Investments  

Standard Life’s Moore hits out at IA sector critics

Standard Life’s Moore hits out at IA sector critics

Thomas Moore, the manager of Standard Life Investment’s £1.2bn UK Equity Income fund, said fund managers should focus on achieving investment sector requirements, rather than complain about them.

His comments come as various funds – including Rathbone Income, Montanaro UK Income and Webb Capital Smaller Companies Income & Growth – were kicked out of the UK Equity Income sector for not meeting the criteria set out by the Investment Association.

The move to cull funds from the sector was met with criticism by Evenlode fund manager Hugh Yarrow who called the rules “arbitrary” after his £524m Income fund was thrown out of the group.

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In April, the Investment Association launched a consultation, which is currently underway, that could pave the way for an overhaul of the requirements for funds in the UK Equity Income sector.

However, speaking to FTAdviser, Mr Moore – who also runs Standard Life’s £174m Equity Income trust – said he is “perfectly happy” with the status quo.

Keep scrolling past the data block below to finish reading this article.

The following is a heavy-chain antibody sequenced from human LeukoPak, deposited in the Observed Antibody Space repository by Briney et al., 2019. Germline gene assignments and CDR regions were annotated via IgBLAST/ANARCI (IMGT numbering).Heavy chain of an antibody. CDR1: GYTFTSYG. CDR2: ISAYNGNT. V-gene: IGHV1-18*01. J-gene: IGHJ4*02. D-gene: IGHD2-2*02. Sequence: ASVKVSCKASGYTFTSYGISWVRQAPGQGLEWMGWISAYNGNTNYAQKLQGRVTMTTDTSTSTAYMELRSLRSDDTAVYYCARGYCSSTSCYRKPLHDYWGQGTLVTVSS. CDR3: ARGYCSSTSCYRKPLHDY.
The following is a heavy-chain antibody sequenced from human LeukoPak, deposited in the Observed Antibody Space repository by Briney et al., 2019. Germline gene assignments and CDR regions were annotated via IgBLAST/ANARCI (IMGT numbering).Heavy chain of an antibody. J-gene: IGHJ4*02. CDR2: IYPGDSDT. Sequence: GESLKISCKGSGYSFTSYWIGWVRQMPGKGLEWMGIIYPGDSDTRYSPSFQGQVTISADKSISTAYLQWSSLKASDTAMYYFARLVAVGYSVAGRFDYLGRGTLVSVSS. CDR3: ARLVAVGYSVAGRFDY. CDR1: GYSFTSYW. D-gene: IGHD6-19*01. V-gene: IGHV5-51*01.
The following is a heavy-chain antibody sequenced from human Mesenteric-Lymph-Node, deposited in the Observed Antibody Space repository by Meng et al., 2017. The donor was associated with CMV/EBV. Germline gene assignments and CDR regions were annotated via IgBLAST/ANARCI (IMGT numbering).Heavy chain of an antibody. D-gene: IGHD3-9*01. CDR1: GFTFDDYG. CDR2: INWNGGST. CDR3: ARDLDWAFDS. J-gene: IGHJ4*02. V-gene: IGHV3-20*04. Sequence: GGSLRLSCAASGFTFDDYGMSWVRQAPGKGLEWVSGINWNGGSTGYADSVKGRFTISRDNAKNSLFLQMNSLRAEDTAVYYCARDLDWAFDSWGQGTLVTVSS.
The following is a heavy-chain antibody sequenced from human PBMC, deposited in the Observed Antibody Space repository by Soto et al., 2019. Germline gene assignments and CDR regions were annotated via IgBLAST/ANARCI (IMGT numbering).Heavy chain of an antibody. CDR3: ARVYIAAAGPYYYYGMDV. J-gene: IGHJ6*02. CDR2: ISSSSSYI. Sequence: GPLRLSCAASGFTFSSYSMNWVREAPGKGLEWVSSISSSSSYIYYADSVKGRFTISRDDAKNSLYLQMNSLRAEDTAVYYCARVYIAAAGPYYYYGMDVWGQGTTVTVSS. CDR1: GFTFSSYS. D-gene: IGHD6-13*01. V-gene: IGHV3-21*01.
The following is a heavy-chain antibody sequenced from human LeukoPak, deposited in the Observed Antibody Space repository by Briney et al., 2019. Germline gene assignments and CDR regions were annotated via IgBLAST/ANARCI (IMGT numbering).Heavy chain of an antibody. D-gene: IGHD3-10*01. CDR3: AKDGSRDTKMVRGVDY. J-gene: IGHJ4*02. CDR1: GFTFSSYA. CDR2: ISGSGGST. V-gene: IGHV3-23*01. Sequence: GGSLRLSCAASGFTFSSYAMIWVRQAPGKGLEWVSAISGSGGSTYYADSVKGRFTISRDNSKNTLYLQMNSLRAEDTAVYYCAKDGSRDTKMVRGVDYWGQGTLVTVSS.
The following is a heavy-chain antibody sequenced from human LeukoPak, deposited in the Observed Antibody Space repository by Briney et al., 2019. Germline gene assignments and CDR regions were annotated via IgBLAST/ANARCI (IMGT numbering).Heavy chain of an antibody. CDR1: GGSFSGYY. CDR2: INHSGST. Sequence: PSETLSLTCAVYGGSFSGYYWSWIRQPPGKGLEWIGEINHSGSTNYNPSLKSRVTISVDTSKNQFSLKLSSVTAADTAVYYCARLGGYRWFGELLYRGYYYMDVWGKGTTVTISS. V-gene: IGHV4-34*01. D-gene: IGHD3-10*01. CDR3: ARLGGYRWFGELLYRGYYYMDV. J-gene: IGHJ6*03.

He said: “We don’t understand the urgent need for a change in the sector on the income requirements.

“I think the rules were set and well understood by every company that has funds in the UK equity income sector.

“For me, it is about getting on the front foot and making sure we achieve sector requirements, not complaining about them.”

Mr Moore pointed to the three-year average in income generation, which means fund managers don’t have to hit 110 per cent of the UK market dividend yield every year.

He said “any rule is arbitrary”, adding: “Those fund managers who are implying the requirements are unfair signed up to the rules when they entered the sector.

“The other implication is: If you think the rules need to be changed then perhaps you’re not willing to produce what your clients expect you to produce?”

Mr Moore said his focus is on companies with growing dividend streams and “solid fundamentals”.

“This means I’m not lying in bed worrying about whether these companies will end up paying their dividends.”

He added: “Clients are in urgent need of income in this environment and I don’t think it’s our place to say clients are wrong to demand a premium yield; products should be able to meet that need.”

Gordon Bowden, director and financial Planner at Quainton Hills Financial Planning, agreed that fund managers should focus on achieving sector requirements rather than moaning.

He said: “It is what investors would expect and part of the criteria that advisers use to evaluate a fund. I also believe it is fair for funds to be pushed out of the sector if they do not meet requirements.

“However there is no problem with managers lobbying the IA to amend sector requirements and possibly lobbying the IA to introduce different sector that are more relevant to today’s investors.”

katherine.denham@ft.com